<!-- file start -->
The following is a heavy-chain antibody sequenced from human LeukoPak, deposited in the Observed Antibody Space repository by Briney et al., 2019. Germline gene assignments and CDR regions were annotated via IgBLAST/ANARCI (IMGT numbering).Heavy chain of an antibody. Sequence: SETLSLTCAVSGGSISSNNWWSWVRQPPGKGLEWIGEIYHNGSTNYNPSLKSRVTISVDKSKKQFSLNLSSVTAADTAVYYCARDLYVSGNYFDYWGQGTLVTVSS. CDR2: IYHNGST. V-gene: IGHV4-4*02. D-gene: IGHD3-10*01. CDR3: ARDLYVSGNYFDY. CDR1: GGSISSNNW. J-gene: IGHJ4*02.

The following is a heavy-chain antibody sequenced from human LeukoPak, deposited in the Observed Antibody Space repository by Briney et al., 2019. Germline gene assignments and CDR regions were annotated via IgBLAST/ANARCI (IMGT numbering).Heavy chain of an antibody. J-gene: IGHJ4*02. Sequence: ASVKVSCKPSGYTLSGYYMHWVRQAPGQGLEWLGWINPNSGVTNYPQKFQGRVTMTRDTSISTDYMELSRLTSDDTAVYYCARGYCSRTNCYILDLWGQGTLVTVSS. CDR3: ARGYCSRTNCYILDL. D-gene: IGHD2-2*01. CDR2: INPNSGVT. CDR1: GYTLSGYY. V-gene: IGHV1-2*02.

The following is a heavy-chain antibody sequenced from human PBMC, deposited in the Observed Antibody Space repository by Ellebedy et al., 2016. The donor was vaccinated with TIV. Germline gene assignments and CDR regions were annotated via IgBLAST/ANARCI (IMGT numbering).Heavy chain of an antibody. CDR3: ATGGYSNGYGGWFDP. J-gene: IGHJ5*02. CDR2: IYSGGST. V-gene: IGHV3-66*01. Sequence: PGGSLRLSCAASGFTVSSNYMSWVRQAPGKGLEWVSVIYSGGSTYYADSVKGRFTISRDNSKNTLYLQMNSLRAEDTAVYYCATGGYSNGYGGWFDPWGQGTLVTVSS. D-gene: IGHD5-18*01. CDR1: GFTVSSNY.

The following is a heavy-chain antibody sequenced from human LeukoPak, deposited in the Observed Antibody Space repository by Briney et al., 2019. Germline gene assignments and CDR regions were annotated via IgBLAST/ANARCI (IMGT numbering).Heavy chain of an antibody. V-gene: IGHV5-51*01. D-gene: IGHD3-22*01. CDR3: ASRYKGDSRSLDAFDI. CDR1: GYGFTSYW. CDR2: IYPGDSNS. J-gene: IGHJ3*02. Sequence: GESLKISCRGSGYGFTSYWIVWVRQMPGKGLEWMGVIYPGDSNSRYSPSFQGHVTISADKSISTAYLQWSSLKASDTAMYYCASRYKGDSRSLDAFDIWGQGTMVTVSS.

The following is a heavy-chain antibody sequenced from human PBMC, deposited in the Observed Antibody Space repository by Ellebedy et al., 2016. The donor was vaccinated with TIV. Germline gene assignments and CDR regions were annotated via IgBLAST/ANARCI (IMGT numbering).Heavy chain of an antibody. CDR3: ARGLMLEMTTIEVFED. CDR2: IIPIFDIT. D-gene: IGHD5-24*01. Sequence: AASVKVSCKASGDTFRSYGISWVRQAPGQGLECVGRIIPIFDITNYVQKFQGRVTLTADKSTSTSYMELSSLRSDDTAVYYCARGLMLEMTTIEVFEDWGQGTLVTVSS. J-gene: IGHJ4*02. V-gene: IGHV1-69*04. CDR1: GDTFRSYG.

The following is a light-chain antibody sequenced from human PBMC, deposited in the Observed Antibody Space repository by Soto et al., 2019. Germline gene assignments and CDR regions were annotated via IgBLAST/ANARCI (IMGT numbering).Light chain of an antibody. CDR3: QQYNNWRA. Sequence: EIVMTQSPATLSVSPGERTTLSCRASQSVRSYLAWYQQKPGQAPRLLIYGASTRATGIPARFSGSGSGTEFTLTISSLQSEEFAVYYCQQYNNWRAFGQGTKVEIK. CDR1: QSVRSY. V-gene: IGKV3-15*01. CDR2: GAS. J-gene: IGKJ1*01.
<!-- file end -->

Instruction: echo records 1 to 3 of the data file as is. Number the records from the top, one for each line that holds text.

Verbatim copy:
The following is a heavy-chain antibody sequenced from human LeukoPak, deposited in the Observed Antibody Space repository by Briney et al., 2019. Germline gene assignments and CDR regions were annotated via IgBLAST/ANARCI (IMGT numbering).Heavy chain of an antibody. Sequence: SETLSLTCAVSGGSISSNNWWSWVRQPPGKGLEWIGEIYHNGSTNYNPSLKSRVTISVDKSKKQFSLNLSSVTAADTAVYYCARDLYVSGNYFDYWGQGTLVTVSS. CDR2: IYHNGST. V-gene: IGHV4-4*02. D-gene: IGHD3-10*01. CDR3: ARDLYVSGNYFDY. CDR1: GGSISSNNW. J-gene: IGHJ4*02.

The following is a heavy-chain antibody sequenced from human LeukoPak, deposited in the Observed Antibody Space repository by Briney et al., 2019. Germline gene assignments and CDR regions were annotated via IgBLAST/ANARCI (IMGT numbering).Heavy chain of an antibody. J-gene: IGHJ4*02. Sequence: ASVKVSCKPSGYTLSGYYMHWVRQAPGQGLEWLGWINPNSGVTNYPQKFQGRVTMTRDTSISTDYMELSRLTSDDTAVYYCARGYCSRTNCYILDLWGQGTLVTVSS. CDR3: ARGYCSRTNCYILDL. D-gene: IGHD2-2*01. CDR2: INPNSGVT. CDR1: GYTLSGYY. V-gene: IGHV1-2*02.

The following is a heavy-chain antibody sequenced from human PBMC, deposited in the Observed Antibody Space repository by Ellebedy et al., 2016. The donor was vaccinated with TIV. Germline gene assignments and CDR regions were annotated via IgBLAST/ANARCI (IMGT numbering).Heavy chain of an antibody. CDR3: ATGGYSNGYGGWFDP. J-gene: IGHJ5*02. CDR2: IYSGGST. V-gene: IGHV3-66*01. Sequence: PGGSLRLSCAASGFTVSSNYMSWVRQAPGKGLEWVSVIYSGGSTYYADSVKGRFTISRDNSKNTLYLQMNSLRAEDTAVYYCATGGYSNGYGGWFDPWGQGTLVTVSS. D-gene: IGHD5-18*01. CDR1: GFTVSSNY.